As Supreme Court hopeful Sonia Sotomayor continues her Senate meet-and-greets this week, Republicans will be working to sharpen their critique of the nominee by combing through her responses to written questions and record as a lawyer and judge.
Senate Democrats remain confident Sotomayor will ultimately be confirmed by a wide margin. But for the second time in less than a week, a prominent Democrat will hold a public event to tout the nomination. Vice President Joseph Biden this morning is scheduled to hold an event highlighting support for Sotomayor by law enforcement officials. New York County District Attorney Robert Morgenthau; Miami Police Chief John Timoney, president of the Police Executive Research Forum; and National District Attorneys Association President Joseph Cassilly are all expected to attend the event at the White House.
On Thursday, Majority Leader Harry Reid (D-Nev.) held a meeting in the Capitol with Latino civil rights and legal leaders to trumpet their support for the nominee, who would be the third female and first Latina on the high court. Sotomayor, tapped to replace retiring Justice David Souter, currently sits on the 2nd U.S. Circuit Court of Appeals.
Meanwhile, Republicans continue to carefully pick apart her lengthy record to try to build a case not only against her nomination, but also against President Barack Obama’s broader views of the judiciary.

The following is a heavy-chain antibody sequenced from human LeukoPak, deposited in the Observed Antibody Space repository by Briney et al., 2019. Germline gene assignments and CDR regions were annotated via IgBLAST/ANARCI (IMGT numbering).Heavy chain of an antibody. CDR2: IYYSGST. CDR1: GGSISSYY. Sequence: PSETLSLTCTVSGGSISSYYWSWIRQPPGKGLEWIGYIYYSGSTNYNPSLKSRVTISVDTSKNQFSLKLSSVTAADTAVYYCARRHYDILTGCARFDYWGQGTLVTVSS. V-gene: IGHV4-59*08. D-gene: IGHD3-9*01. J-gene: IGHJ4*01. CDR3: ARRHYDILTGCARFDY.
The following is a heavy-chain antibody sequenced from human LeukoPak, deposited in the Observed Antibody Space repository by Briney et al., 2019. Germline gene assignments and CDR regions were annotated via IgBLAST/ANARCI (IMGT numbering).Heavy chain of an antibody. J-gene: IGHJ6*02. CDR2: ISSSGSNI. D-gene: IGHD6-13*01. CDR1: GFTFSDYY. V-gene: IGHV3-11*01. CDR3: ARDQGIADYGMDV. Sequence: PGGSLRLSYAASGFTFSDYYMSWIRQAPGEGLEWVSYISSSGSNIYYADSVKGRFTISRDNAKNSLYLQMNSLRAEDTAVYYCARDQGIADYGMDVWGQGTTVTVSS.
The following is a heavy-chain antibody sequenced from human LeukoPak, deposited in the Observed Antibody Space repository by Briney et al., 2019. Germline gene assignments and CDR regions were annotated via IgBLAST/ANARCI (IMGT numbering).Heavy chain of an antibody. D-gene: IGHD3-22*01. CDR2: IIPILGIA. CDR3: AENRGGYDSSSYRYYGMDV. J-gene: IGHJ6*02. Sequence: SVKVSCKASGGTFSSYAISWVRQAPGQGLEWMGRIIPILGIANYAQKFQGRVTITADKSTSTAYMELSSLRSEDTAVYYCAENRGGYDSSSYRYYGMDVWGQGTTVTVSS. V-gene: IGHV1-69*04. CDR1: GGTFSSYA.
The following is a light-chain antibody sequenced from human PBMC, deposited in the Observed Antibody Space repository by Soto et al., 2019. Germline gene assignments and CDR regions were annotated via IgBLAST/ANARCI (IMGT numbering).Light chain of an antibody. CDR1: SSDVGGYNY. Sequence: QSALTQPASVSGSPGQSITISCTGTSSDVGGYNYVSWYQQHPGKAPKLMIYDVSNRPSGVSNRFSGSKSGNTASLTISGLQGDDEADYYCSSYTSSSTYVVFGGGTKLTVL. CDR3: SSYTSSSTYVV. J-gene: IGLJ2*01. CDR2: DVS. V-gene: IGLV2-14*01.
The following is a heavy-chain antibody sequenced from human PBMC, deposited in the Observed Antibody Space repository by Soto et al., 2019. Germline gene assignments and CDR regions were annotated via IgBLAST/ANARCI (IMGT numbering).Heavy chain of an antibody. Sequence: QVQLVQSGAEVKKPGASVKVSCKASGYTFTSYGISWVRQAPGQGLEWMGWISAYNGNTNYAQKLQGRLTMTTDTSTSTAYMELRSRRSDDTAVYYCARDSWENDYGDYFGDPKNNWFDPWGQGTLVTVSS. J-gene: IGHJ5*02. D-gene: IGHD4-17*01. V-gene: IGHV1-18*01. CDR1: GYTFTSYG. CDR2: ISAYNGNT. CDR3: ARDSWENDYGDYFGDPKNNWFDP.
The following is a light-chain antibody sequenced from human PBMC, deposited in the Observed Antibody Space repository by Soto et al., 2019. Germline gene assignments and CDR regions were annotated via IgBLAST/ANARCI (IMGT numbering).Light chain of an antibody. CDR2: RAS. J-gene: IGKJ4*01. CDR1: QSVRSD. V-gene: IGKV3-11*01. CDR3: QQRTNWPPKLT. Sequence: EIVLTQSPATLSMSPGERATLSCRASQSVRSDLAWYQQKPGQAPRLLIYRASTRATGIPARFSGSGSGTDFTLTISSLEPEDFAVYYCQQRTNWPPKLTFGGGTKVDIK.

Sotomayor, 54, has come under fire for several of her past statements, including that a Latina could arrive at better conclusions than a white man in certain types of cases. She has also taken some shots from lawyers and law clerks who contend she has a loose tongue and a fiery temper.
Conservatives have pointed to those personality traits in arguing that she is a poor fit for the Supreme Court, which — in deliberating the nation’s most critical cases — requires thoughtful, measured jurists.
GOP staff on the Senate Judiciary Committee spent much of the weekend poring over Sotomayor’s responses to written questions from Chairman Patrick Leahy (D-Vt.) and ranking member Jeff Sessions (R-Ala.). Wary of appearing as if he has prejudged the nomination, Sessions has largely sought to avoid a full-scale attack for now.
“They’re taking a very cautious and responsible view of this. I don’t think anyone expected that of Sessions,— a senior GOP aide said, explaining that Sessions, a staunch conservative, wants to put together a comprehensive list of issues on which to quiz Sotomayor during her hearings before the panel.
Sessions, Minority Leader Mitch McConnell (Ky.) and other Republicans are expected to begin laying out those concerns this week. They will try to carefully balance their criticism of her past statements, legal writings and rulings with their continued calls for a protracted confirmation process that stretches into September.
Leahy and Sessions met late last week to discuss the timing of the Judiciary hearings — Sessions has been pushing to have them in the fall while Leahy has repeatedly rejected waiting until after the August recess. Leahy is expected to announce the timing of hearings this week, although it remains unclear whether he will go with his preferred schedule of July hearings, particularly since Reid has indicated several times that he does not see a need to rush the process. Obama has said he wants Sotomayor confirmed in time for the Supreme Court’s next session, which begins in early October.
Sotomayor’s meeting schedule this week also includes her first sit-down with Sen. Mel Martinez (R-Fla.). Martinez, who is of Cuban descent, is under significant pressure from the Latino community to support the nomination.
Martinez has not yet indicated how he will vote. But because he is retiring from the Senate next year, Republicans acknowledge it may be difficult to keep him from supporting Sotomayor.